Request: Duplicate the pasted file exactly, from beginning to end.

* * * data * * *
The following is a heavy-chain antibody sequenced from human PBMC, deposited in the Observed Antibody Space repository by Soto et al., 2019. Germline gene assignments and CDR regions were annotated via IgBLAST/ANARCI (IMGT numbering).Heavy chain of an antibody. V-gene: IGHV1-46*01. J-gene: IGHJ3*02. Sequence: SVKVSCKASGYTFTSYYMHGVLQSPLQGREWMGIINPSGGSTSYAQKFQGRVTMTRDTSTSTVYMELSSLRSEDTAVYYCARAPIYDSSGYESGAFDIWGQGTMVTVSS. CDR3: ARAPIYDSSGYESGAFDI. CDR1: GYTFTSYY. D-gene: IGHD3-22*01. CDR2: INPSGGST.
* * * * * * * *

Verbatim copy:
The following is a heavy-chain antibody sequenced from human PBMC, deposited in the Observed Antibody Space repository by Soto et al., 2019. Germline gene assignments and CDR regions were annotated via IgBLAST/ANARCI (IMGT numbering).Heavy chain of an antibody. V-gene: IGHV1-46*01. J-gene: IGHJ3*02. Sequence: SVKVSCKASGYTFTSYYMHGVLQSPLQGREWMGIINPSGGSTSYAQKFQGRVTMTRDTSTSTVYMELSSLRSEDTAVYYCARAPIYDSSGYESGAFDIWGQGTMVTVSS. CDR3: ARAPIYDSSGYESGAFDI. CDR1: GYTFTSYY. D-gene: IGHD3-22*01. CDR2: INPSGGST.